National Geographic Traveller (UK)

Amsterdam Oost




This East Amsterdam landmark opens its opulent double doors early, just as the sun hits the tall poplars outside. Come here for coffee and a speculoos biscuit at the bar, or take eggs Benedict on the terrace, where you can watch houseboats bob about on the Amstel River. Built in the style of a grand European cafe, with soaring ceilings and distressed wood furniture, it echoes with the roar of the bean-grinder and the clinking of satisfied spoons. deysbreeke­



Follow the river out to the forested paths of Oosterpark. Start your walk at the National Slavery Monument, which was created 20 years ago by Surinamese sculptor Erwin de Vries. It commemorat­es the New World’s emancipati­on from Dutch slavery after

250 years. A little further on is The Scream, a steely silhouette of Theo van Gogh, the filmmaker and free speech activist

(and grand nephew of Vincent) who was murdered nearby. Herons — and even a parrot or two — nest around the pond.



What began as a repository of ‘exotica’ from the colonies is now a thoughtful and critical examinatio­n of treasures seized overseas and the human impact of colonial rule. The reworked exhibition­s, curated by immigrants, are confession­al and heartbreak­ing. And the building is a dazzler: officially opened in 1926, it has a vaulted, Renaissanc­e-style atrium for displaying the collection of towering tribal totems. A chic cafe serving curries and lassis faces the park. tropenmuse­



The entreprene­urial collective known as the Three Wise Men opened this Caribbeant­hemed restaurant in 2016 at the entrance to Javastraat. Lush and green, with an indoor terrace and pots of cheese plants, it specialise­s in toasties and focaccia sandwiches with flavour-punching ingredient­s such as tropical jackfruit and kimchi. Try the panzanella salad, sprinkled with fried okra. Sun streams in through tall, south-facing windows in the morning, but the crowds really pick up from mid-afternoon. barbotaniq­



The dual personalit­ies of East Amsterdam are conspicuou­s in its two shopping streets. Dappermark­t is a daily street bazaar where locals load up on produce and day-trippers nibble fresh grilled corn on the cob as well as poffertjes, the mini Dutch pancakes sprinkled with icing sugar. Czaar Peterstraa­t, meanwhile, once a classic working-class hub, is now replete with boutique jewellers and gourmet cheesemong­ers. A standout is the high-fashion emporium CP113. dappermark­ czaarpeter­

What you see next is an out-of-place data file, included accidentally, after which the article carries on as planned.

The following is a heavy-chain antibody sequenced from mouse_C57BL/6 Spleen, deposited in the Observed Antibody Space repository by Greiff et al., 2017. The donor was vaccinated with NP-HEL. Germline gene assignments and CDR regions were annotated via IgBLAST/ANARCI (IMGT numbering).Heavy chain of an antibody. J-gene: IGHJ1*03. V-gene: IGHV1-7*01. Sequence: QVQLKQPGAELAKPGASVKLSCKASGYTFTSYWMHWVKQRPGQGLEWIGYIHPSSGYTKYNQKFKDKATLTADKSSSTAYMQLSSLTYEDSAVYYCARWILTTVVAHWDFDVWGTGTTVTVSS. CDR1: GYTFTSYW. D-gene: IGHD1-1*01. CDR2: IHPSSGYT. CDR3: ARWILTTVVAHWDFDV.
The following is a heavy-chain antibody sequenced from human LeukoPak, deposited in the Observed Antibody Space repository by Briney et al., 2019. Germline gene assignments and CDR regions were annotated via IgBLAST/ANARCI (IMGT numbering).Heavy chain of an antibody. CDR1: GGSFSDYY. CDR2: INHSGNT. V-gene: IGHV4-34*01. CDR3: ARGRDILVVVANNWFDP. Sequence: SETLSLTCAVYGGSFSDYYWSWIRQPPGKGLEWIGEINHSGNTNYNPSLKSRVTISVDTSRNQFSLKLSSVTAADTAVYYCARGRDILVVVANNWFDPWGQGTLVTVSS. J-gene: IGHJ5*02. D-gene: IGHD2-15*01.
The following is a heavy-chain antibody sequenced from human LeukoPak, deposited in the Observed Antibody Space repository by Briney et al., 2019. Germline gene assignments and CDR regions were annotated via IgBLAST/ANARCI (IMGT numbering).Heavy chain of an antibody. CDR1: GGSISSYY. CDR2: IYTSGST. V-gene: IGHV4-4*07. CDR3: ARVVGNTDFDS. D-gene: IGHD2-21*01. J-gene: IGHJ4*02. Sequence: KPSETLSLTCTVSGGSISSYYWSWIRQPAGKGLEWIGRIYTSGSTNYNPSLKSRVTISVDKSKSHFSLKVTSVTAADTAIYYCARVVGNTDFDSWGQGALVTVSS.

The last windmill standing on the city’s 17th-century bastions is De Gooyer, which milled corn when the city was without power during the Second World War. The adjoining bathhouse has been repurposed by Brouwerij ‘t IJ as a microbrewe­ry, supplying popular blondes, whites and tripels. The taproom is a great spot for borrel, the national happy hour. Grab a beer on tap and enjoy a clear view down the canal to the sunset. brouwerijh­



The Foundation launched five years ago across a series of vibrantly painted studios near the Eastern Docklands as a cultural centre for budding performers who had nowhere to channel their creative energy. There’s a workshop nearly every night of the week dedicated to pop- and lock-dancing, voguing or spinning, plus a regular spoken word Poetry Circle, in Dutch and English.



After slavery was abolished in Suriname in 1863, Dutch landowners there sought labourers from the subcontine­nt; this is why most Surinamese menus in Amsterdam have an Indian influence. Lalla Rookh, named after the ship that took Indian indentured workers to South America, is a top roti restaurant, dishing out Surinamese curries with Indian flavours, alongside thick egg-stuffed flatbread and bowls of spicy pickle. Afterwards, head to Javastraat where Bar Basquiat, Badhuis Oedipus and others will be getting a second wind. barbasquia­


Eurostar runs between London St Pancras Internatio­nal and Amsterdam Centraal several times a day.

Average journey time: 5h20m. Numerous airlines fly nonstop between the UK and Amsterdam Schiphol Airport including British Airways, EasyJet, Flybe and KLM.

Average flight time: 1h15m.

It’s easy to navigate Amsterdam Oost on foot. To explore further afield, hire a bicycle at Black Bikes, from €11.99 (£10.50) for three hours.


Amsterdam’s climate is similar to that of London’s. It can get wet any time of year, but June to October is the most settled. Hot spells, well into 30C, are easier to bear in Amsterdam than many cities, as you can glide around on a bicycle or swim in the Amstel River.


The Manor, Amsterdam Oost.

Doubles from £105, room only. themanorho­telamsterd­ Pillows Grand Boutique Hotel, Maurits at the Park, Oosterpark. Doubles from £359, room only. pillowshot­


HOW TO DO IT offers a round-trip on Eurostar and three nights at the Manor Hotel in Amsterdam Oost from £300 per person, room only.

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